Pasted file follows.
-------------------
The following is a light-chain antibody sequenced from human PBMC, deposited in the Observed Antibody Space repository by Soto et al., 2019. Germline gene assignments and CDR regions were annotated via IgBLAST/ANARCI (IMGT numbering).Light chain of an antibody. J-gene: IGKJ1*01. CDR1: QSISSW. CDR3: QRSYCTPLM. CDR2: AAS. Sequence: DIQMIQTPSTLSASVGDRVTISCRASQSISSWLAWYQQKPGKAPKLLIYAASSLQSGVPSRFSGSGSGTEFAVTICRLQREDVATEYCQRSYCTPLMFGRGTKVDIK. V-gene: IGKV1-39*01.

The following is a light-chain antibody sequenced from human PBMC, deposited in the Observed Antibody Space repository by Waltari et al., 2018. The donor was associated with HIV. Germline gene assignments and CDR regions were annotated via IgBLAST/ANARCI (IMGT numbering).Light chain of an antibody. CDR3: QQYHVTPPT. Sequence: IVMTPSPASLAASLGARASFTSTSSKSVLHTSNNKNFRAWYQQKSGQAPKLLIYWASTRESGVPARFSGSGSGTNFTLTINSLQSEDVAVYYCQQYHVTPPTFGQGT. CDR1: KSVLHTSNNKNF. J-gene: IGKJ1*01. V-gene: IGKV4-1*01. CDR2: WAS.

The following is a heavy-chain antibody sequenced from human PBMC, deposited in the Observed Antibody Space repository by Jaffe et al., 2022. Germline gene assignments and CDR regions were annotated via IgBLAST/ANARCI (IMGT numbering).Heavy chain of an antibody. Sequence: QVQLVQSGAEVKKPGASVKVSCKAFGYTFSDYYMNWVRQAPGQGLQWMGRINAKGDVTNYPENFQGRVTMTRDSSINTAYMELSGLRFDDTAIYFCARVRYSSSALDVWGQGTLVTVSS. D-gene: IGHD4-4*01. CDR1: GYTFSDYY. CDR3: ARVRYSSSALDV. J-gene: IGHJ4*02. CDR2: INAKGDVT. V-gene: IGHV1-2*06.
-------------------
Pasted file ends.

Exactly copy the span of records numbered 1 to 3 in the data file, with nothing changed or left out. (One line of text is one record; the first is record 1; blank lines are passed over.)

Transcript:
The following is a light-chain antibody sequenced from human PBMC, deposited in the Observed Antibody Space repository by Soto et al., 2019. Germline gene assignments and CDR regions were annotated via IgBLAST/ANARCI (IMGT numbering).Light chain of an antibody. J-gene: IGKJ1*01. CDR1: QSISSW. CDR3: QRSYCTPLM. CDR2: AAS. Sequence: DIQMIQTPSTLSASVGDRVTISCRASQSISSWLAWYQQKPGKAPKLLIYAASSLQSGVPSRFSGSGSGTEFAVTICRLQREDVATEYCQRSYCTPLMFGRGTKVDIK. V-gene: IGKV1-39*01.

The following is a light-chain antibody sequenced from human PBMC, deposited in the Observed Antibody Space repository by Waltari et al., 2018. The donor was associated with HIV. Germline gene assignments and CDR regions were annotated via IgBLAST/ANARCI (IMGT numbering).Light chain of an antibody. CDR3: QQYHVTPPT. Sequence: IVMTPSPASLAASLGARASFTSTSSKSVLHTSNNKNFRAWYQQKSGQAPKLLIYWASTRESGVPARFSGSGSGTNFTLTINSLQSEDVAVYYCQQYHVTPPTFGQGT. CDR1: KSVLHTSNNKNF. J-gene: IGKJ1*01. V-gene: IGKV4-1*01. CDR2: WAS.

The following is a heavy-chain antibody sequenced from human PBMC, deposited in the Observed Antibody Space repository by Jaffe et al., 2022. Germline gene assignments and CDR regions were annotated via IgBLAST/ANARCI (IMGT numbering).Heavy chain of an antibody. Sequence: QVQLVQSGAEVKKPGASVKVSCKAFGYTFSDYYMNWVRQAPGQGLQWMGRINAKGDVTNYPENFQGRVTMTRDSSINTAYMELSGLRFDDTAIYFCARVRYSSSALDVWGQGTLVTVSS. D-gene: IGHD4-4*01. CDR1: GYTFSDYY. CDR3: ARVRYSSSALDV. J-gene: IGHJ4*02. CDR2: INAKGDVT. V-gene: IGHV1-2*06.